Speaking—How Water Ballast Works
By; Ramblin’ Rod
Published in Clipper Snips the magazine of the Trailer/Sailors
Association Fall 2007 Pg 10
remember as a young
child, my father posing the question, “What weighs more, a pound of feathers
or a pound of lead?” Of course the answer is, that they both weigh exactly the
same. This is a critical premise to understanding how water ballast works.
people believe that because water has neutral buoyancy in water, that water
ballast would have to be lifted above the waterline, to have any effect on
righting moment. This isn’t true. To understand why, one needs to know how
righting moment is generated.
Every vessel has a centre of gravity (CG) and a centre of buoyancy (CB). The
centre of gravity is the axis on which the boat will tend to roll when heeled.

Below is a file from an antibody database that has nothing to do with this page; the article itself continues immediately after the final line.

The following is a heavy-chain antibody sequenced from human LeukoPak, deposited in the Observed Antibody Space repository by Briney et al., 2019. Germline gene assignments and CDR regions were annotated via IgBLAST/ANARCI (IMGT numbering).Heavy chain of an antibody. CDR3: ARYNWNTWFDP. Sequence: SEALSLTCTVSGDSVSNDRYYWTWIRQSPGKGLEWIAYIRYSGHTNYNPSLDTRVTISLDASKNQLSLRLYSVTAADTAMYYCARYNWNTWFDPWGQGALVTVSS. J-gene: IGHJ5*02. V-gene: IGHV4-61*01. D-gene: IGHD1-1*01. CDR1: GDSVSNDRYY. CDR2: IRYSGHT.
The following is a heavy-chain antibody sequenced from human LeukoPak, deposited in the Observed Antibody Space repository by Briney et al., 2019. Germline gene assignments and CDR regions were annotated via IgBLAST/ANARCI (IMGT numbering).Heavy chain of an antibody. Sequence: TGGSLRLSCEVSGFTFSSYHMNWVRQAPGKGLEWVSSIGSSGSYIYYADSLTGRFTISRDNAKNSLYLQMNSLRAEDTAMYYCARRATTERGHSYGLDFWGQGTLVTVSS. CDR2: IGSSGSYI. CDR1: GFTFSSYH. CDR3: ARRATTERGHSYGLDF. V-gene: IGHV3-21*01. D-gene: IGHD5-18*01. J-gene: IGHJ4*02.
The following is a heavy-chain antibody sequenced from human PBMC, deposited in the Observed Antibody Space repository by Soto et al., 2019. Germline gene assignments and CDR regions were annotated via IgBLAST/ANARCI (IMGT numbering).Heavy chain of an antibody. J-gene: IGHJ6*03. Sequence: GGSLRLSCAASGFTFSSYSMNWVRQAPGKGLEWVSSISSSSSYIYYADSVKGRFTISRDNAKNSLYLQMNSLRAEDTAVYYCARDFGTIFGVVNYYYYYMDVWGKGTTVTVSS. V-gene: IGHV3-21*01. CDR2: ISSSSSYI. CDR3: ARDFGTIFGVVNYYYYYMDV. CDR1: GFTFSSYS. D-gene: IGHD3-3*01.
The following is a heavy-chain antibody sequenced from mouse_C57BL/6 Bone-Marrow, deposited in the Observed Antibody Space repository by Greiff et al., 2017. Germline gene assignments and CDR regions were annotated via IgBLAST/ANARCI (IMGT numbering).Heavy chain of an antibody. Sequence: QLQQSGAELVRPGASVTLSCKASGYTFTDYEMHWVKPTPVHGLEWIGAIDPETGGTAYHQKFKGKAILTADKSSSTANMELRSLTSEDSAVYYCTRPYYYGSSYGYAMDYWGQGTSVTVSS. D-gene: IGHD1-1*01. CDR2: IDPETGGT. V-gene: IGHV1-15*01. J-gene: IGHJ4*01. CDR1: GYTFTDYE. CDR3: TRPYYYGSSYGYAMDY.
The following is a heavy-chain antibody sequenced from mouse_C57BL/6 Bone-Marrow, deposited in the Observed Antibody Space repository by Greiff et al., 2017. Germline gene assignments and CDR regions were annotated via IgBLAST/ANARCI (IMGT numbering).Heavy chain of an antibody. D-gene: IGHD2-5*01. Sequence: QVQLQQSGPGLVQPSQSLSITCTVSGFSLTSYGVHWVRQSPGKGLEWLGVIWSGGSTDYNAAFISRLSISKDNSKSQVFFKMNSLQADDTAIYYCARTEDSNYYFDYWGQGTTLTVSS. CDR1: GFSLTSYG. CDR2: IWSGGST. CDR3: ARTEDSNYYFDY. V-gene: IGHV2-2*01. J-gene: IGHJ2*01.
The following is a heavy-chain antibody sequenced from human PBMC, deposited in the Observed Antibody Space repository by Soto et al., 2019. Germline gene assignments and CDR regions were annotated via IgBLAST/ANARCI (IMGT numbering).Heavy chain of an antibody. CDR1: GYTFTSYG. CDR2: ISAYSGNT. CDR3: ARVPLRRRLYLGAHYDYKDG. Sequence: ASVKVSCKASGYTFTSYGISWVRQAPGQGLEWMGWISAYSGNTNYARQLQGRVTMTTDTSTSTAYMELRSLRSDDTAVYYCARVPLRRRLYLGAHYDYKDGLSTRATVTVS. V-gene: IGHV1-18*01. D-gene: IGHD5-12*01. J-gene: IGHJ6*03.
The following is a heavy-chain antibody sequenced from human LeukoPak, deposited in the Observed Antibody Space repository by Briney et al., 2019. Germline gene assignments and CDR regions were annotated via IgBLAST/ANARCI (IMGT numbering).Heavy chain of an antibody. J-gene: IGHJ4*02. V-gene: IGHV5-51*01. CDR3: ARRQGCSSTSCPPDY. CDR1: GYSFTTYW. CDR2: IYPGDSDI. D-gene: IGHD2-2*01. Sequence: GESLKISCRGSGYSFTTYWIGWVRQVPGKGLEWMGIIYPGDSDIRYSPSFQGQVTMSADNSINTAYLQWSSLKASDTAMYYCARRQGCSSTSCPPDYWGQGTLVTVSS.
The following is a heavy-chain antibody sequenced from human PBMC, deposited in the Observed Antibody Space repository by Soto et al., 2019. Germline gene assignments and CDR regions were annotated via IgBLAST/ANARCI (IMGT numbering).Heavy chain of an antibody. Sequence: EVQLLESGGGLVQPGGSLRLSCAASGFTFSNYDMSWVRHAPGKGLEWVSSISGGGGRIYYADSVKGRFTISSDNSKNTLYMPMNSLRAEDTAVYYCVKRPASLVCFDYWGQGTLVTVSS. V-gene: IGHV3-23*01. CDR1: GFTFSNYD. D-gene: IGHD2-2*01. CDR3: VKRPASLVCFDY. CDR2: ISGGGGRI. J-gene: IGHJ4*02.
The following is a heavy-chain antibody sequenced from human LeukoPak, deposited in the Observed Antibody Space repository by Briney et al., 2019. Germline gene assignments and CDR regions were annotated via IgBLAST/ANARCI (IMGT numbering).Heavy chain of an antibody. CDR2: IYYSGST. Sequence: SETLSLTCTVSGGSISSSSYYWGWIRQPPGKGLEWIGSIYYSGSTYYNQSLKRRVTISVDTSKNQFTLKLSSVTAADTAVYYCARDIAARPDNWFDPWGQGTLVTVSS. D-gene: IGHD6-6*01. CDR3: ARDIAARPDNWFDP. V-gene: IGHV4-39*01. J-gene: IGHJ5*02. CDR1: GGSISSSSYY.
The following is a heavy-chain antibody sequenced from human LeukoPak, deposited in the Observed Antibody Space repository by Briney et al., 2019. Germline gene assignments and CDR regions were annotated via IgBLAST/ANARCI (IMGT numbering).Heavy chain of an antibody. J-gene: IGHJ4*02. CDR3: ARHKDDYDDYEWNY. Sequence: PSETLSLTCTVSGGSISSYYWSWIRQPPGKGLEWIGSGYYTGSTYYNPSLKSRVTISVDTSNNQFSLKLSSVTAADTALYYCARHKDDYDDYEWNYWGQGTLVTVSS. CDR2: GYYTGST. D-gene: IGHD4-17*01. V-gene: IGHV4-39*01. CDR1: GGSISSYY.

The centre of buoyancy is the relative volumetric centre of the water displaced
by the vessel.
the boat heels, CG remains stationary, whereas CB shifts laterally. The lateral
distance between CG and CB is proportional to the righting moment GZ. The
greater this distance, the stiffer the boat will be.
ballast such as lead has the benefit of lowering CG which helps extend GZ. Since
water ballast must be carried higher in the vessel, raising the CG, more weight
in water ballast is required to create the same GZ as lead.
how in Illustration 4, the water in the ballast tank is not raised above the
waterline outside of the vessel, and yet contributes significantly to righting
moment. Without the water ballast, the CG would
be much higher still, resulting in less GZ. This is why a water ballasted boat
is so much more “tipsy” (technical term totally unrelated to beer or rum
ballast), before the water ballast is loaded.
ballast must be raised above the water line to be effective? Myth busted!